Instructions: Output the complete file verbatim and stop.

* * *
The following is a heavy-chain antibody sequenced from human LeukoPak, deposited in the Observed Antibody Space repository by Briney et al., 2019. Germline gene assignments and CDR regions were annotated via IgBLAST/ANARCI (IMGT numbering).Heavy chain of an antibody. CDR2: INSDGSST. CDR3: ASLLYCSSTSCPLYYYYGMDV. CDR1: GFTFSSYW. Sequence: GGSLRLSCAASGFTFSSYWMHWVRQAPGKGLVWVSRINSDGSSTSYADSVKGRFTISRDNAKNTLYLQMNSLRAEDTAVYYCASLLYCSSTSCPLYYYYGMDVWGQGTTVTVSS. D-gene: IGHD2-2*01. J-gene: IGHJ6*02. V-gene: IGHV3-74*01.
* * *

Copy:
The following is a heavy-chain antibody sequenced from human LeukoPak, deposited in the Observed Antibody Space repository by Briney et al., 2019. Germline gene assignments and CDR regions were annotated via IgBLAST/ANARCI (IMGT numbering).Heavy chain of an antibody. CDR2: INSDGSST. CDR3: ASLLYCSSTSCPLYYYYGMDV. CDR1: GFTFSSYW. Sequence: GGSLRLSCAASGFTFSSYWMHWVRQAPGKGLVWVSRINSDGSSTSYADSVKGRFTISRDNAKNTLYLQMNSLRAEDTAVYYCASLLYCSSTSCPLYYYYGMDVWGQGTTVTVSS. D-gene: IGHD2-2*01. J-gene: IGHJ6*02. V-gene: IGHV3-74*01.